US retail giant Wal-Mart will work with IBM to use blockchain technology to track its shrimp supply chain.
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On October 4th, the Indian business publication "LiveMint" reported that Wal-Mart will use blockchain technology to track its shrimps purchased in India to select Sam's Club retail stores in the United States.
According to reports, this is the first time that blockchain technology has been used to track shrimp exported by Indian farmers to overseas retailers. John Connelly, director of the National Fisheries Research Institute, said:
“As one of the most traded commodities in the world, seafood has a complex and extensive supply chain, which makes testing and further development of technology-assisted traceability procedures an important step. Seeing retail leaders like Wal-Mart participate in seafood Blockchain testing is encouraging."
Wal-Mart partnered with Indian seafood processor Sandhya Aqua to add the shrimp supply chain to the IBM Food Trust platform that supports the blockchain so customers can track the source of the shrimp.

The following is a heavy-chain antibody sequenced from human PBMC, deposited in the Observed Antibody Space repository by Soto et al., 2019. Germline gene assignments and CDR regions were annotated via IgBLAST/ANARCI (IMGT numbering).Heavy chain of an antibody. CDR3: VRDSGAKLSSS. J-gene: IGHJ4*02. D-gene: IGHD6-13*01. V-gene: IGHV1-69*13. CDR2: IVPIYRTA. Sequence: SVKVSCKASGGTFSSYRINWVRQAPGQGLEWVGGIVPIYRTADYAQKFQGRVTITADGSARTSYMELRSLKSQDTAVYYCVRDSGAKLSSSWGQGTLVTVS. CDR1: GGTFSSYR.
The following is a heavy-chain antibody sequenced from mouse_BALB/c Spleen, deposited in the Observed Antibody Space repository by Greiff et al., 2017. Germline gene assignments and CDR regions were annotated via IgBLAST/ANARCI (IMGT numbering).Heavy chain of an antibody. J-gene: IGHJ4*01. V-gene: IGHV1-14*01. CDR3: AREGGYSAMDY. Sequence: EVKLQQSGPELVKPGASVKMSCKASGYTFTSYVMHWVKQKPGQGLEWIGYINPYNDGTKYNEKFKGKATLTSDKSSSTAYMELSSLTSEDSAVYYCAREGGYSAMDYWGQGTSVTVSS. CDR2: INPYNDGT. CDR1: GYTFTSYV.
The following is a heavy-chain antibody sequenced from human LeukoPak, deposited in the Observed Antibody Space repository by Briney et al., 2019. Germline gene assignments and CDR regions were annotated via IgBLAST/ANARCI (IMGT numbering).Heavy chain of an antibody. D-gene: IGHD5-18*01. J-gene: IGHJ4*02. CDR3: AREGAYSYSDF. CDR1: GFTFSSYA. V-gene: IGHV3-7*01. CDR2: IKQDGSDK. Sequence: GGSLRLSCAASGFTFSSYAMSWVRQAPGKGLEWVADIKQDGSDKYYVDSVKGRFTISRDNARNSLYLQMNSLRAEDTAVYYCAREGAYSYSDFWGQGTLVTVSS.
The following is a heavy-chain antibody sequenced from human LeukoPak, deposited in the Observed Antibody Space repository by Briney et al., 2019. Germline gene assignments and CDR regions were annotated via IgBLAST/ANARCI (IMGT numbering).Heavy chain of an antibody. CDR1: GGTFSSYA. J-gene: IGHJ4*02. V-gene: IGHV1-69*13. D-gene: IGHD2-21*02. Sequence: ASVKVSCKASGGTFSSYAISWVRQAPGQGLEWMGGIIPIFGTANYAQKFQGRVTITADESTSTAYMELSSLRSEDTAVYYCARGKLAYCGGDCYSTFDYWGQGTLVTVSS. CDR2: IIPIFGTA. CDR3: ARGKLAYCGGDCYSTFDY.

Shrimp is India's largest export of agricultural products, and the United States is its largest shrimp market, consuming 46% of shrimp exports from India. LiveMint reports that the application of blockchain technology will help Indian shrimp farmers meet US stringent food standards, thereby earning the trust of US retailers and ensuring that shrimp farmers become a long-term growth industry. Wal-Mart has previously used blockchain technology to track food in other countries such as China. Distributed ledger technology, such as blockchains, is said to make it easier for companies to track their vast supply chains and recall problematic foods or drugs when needed.
Built on the IBM Food Trust platform
Cointelegraph reported in September that some global coffee companies are working with technology startup Farmer Connect to develop traceability tools from farm to customer, using the IBM Food Trust platform to track blockchains for coffee supply chain tracking. The startup partnered with IBM to develop the "Thank My Farmer" app to provide consumers with data on coffee products, including origin and price.